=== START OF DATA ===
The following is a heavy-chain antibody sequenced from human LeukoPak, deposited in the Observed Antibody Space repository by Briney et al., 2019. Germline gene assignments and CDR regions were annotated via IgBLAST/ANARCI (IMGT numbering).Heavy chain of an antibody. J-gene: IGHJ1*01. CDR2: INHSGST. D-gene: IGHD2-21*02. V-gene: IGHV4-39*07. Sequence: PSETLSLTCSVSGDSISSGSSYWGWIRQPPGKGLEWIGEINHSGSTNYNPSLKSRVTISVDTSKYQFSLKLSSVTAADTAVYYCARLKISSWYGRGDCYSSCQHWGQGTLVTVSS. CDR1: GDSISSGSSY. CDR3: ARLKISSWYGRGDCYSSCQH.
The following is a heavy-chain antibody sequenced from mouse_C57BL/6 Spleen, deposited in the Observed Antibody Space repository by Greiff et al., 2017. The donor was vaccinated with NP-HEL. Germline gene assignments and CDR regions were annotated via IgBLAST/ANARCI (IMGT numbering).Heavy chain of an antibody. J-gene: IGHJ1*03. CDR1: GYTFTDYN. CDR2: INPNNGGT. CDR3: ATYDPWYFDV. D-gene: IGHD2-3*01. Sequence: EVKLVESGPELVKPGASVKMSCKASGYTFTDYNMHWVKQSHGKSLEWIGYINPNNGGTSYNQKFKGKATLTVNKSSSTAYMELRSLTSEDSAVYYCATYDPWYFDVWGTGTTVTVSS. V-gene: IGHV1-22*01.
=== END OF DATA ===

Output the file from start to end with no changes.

The following is a heavy-chain antibody sequenced from human LeukoPak, deposited in the Observed Antibody Space repository by Briney et al., 2019. Germline gene assignments and CDR regions were annotated via IgBLAST/ANARCI (IMGT numbering).Heavy chain of an antibody. J-gene: IGHJ1*01. CDR2: INHSGST. D-gene: IGHD2-21*02. V-gene: IGHV4-39*07. Sequence: PSETLSLTCSVSGDSISSGSSYWGWIRQPPGKGLEWIGEINHSGSTNYNPSLKSRVTISVDTSKYQFSLKLSSVTAADTAVYYCARLKISSWYGRGDCYSSCQHWGQGTLVTVSS. CDR1: GDSISSGSSY. CDR3: ARLKISSWYGRGDCYSSCQH.
The following is a heavy-chain antibody sequenced from mouse_C57BL/6 Spleen, deposited in the Observed Antibody Space repository by Greiff et al., 2017. The donor was vaccinated with NP-HEL. Germline gene assignments and CDR regions were annotated via IgBLAST/ANARCI (IMGT numbering).Heavy chain of an antibody. J-gene: IGHJ1*03. CDR1: GYTFTDYN. CDR2: INPNNGGT. CDR3: ATYDPWYFDV. D-gene: IGHD2-3*01. Sequence: EVKLVESGPELVKPGASVKMSCKASGYTFTDYNMHWVKQSHGKSLEWIGYINPNNGGTSYNQKFKGKATLTVNKSSSTAYMELRSLTSEDSAVYYCATYDPWYFDVWGTGTTVTVSS. V-gene: IGHV1-22*01.